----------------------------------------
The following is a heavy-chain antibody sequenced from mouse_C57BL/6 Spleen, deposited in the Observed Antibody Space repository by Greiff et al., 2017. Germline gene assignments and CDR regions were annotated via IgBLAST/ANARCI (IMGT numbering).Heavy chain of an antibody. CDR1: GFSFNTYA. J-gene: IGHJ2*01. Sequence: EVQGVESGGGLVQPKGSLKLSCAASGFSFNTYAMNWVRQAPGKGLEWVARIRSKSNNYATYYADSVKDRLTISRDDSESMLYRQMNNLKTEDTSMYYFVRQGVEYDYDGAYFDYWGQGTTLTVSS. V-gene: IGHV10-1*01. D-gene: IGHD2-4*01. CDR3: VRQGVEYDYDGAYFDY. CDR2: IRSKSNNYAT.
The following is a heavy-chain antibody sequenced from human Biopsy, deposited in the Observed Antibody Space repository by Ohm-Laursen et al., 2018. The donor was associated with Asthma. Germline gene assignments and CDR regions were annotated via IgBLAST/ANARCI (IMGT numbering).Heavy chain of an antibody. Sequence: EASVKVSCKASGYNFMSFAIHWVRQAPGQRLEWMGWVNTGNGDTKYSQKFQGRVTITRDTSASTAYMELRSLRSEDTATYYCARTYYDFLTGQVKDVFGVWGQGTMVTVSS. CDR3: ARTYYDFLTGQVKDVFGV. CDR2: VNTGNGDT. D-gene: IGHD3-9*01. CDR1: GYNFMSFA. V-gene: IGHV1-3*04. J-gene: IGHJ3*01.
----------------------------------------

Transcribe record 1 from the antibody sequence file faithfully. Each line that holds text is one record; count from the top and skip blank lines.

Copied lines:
The following is a heavy-chain antibody sequenced from mouse_C57BL/6 Spleen, deposited in the Observed Antibody Space repository by Greiff et al., 2017. Germline gene assignments and CDR regions were annotated via IgBLAST/ANARCI (IMGT numbering).Heavy chain of an antibody. CDR1: GFSFNTYA. J-gene: IGHJ2*01. Sequence: EVQGVESGGGLVQPKGSLKLSCAASGFSFNTYAMNWVRQAPGKGLEWVARIRSKSNNYATYYADSVKDRLTISRDDSESMLYRQMNNLKTEDTSMYYFVRQGVEYDYDGAYFDYWGQGTTLTVSS. V-gene: IGHV10-1*01. D-gene: IGHD2-4*01. CDR3: VRQGVEYDYDGAYFDY. CDR2: IRSKSNNYAT.